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Charter school hires teacher

Edie Jansen will provide special education instruction

Christina M. Currie

Dinosaur Community Charter School officials are taking steps to eliminate a situation in which they could have lost their charter school status.

They have contracted with Edie Jansen to provide special education services one to two days a week.

The Moffat County School District Board of Education found in October that the DCCS was in violation of its charter school contract by not having someone on staff who could identify and provide services to students with special needs.



Board members agreed not to close the charter school mid-year, saying they would re-evaluate the situation when deciding whether to renew the contract next year.

“They’re having the same difficulties in running a school in Dinosaur that we had,” Assistant Superintendent Joel Sheridan said in October.



Since then, the school has contracted with Jansen, who was on hiatus from the Rangely school district where she directed the district’s special education program for students in the upper grade levels.

“She was almost under our noses,” DCCS Principal Dana Forbes said.

Jansen quit the Rangely school district to have children, he said.

The move puts the school in better standing.

“That was the critical component,” Forbes said.

“That was the big void in terms of their services,” Sheridan said Monday.

Moffat County school officials also were concerned about the charter school’s ability to pay a special education specialist when officials found one.

Sheridan said he thought the Dinosaur Community Charter School budget just about covered personnel.

Forbes confirmed that finances were tight.

“We’re pretty strapped beyond personnel,” he said.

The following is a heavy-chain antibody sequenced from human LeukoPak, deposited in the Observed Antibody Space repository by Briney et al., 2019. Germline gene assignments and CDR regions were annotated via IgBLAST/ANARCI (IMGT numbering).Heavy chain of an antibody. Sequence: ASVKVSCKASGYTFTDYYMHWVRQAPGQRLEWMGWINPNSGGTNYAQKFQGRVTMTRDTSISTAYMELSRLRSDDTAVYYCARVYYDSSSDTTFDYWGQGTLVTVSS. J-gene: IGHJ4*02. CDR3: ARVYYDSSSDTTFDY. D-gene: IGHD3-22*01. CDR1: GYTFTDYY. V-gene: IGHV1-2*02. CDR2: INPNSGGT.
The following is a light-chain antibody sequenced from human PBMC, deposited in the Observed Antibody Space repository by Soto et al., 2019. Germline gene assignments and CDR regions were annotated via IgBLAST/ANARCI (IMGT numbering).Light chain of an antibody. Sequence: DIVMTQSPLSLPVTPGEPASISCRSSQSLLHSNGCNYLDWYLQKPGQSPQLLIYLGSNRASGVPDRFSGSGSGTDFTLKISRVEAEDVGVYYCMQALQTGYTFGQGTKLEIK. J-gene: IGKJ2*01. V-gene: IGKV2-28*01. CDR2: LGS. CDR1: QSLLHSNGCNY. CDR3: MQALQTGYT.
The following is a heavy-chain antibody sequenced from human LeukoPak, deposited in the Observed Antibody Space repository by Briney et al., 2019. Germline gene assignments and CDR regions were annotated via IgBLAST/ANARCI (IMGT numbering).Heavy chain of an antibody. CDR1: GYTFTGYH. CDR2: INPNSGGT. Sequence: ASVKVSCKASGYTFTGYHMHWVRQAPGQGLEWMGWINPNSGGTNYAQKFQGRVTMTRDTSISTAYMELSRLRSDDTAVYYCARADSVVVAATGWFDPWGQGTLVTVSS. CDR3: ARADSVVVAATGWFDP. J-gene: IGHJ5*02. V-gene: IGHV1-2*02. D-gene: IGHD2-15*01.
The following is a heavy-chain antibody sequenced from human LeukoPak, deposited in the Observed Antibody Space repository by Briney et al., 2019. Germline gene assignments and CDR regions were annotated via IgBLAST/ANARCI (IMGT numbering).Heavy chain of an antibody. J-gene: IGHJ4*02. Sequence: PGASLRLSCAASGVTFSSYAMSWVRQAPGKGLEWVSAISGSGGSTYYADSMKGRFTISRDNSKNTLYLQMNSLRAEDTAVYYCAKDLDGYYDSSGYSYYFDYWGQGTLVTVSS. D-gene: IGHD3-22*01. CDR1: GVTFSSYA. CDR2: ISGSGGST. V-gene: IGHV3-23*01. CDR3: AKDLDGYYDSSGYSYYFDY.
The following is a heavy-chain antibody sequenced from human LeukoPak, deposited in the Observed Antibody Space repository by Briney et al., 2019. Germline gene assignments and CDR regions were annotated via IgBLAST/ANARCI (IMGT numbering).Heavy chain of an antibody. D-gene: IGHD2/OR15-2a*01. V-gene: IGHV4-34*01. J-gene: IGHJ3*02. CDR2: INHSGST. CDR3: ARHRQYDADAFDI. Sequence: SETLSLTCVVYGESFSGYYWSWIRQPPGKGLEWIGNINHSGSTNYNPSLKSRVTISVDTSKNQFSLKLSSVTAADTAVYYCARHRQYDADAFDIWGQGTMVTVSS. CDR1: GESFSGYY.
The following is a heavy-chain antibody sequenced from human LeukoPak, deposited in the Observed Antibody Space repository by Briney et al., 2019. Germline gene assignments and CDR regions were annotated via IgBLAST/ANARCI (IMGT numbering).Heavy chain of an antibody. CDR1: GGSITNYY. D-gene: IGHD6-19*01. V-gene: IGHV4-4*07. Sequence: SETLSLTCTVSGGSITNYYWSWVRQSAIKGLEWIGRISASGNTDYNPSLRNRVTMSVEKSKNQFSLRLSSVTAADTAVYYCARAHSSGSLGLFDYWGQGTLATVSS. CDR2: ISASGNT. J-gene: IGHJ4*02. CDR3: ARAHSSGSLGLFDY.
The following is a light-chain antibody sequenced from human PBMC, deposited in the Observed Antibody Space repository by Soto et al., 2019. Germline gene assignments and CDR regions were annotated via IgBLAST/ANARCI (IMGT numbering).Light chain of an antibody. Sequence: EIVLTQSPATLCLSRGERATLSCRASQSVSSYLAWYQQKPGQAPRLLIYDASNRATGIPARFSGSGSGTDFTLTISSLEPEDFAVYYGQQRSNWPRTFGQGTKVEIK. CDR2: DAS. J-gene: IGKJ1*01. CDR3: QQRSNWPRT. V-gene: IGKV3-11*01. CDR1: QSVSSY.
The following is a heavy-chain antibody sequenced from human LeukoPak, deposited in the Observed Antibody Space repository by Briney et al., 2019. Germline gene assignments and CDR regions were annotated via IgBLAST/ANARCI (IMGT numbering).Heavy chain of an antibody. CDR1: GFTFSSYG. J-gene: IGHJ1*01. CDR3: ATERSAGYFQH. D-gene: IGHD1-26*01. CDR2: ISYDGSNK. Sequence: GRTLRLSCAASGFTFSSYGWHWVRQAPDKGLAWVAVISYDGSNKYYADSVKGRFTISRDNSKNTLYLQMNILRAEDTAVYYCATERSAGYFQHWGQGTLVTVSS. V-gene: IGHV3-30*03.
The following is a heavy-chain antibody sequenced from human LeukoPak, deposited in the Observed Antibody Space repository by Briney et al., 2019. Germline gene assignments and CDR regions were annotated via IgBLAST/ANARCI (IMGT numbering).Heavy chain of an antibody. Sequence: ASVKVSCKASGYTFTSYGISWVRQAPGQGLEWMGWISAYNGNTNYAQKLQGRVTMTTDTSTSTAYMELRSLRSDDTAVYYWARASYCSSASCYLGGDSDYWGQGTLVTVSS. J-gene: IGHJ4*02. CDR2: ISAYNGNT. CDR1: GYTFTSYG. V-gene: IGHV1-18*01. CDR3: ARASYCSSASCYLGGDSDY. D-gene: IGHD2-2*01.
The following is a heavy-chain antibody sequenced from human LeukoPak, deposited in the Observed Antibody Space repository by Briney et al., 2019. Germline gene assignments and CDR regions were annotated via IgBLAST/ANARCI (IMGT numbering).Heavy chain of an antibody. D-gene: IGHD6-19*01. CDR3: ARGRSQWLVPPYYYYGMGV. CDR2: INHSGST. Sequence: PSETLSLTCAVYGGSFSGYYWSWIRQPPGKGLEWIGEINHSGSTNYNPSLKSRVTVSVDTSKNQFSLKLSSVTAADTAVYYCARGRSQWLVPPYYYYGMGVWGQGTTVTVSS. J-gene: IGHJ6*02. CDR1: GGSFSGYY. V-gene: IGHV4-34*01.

DCCS officials lost out on the first round of grants they were counting on and are hopeful the will see more success in the second round.

The school has applied for a Walton Foundation grant, which could be as much as $180,000.

“That would be pretty significant for our needs,” Forbes said.

They also are hoping for a Colorado Department of Education grant of $80,000.

The Walton grant decision should be known by February and CDE by spring.

Forbes said losing out on the first round of grants was a matter of learning the system and getting the correct paperwork together.

“By not getting the grants in the first cycle probably moves us back a month or two,” Forbes said.

“It’s an inconvenience, but not too bad.”

The Dinosaur school employees two full-time teachers, including Forbes and a secretary. They still are working to get a child psychologist, speech pathologist and an occupational therapist, who would work on an as-needed basis.

Forbes said he still is following leads in getting those positions filled, and, in one case, working to get a Utah-based occupational therapist certified to work in Colorado.


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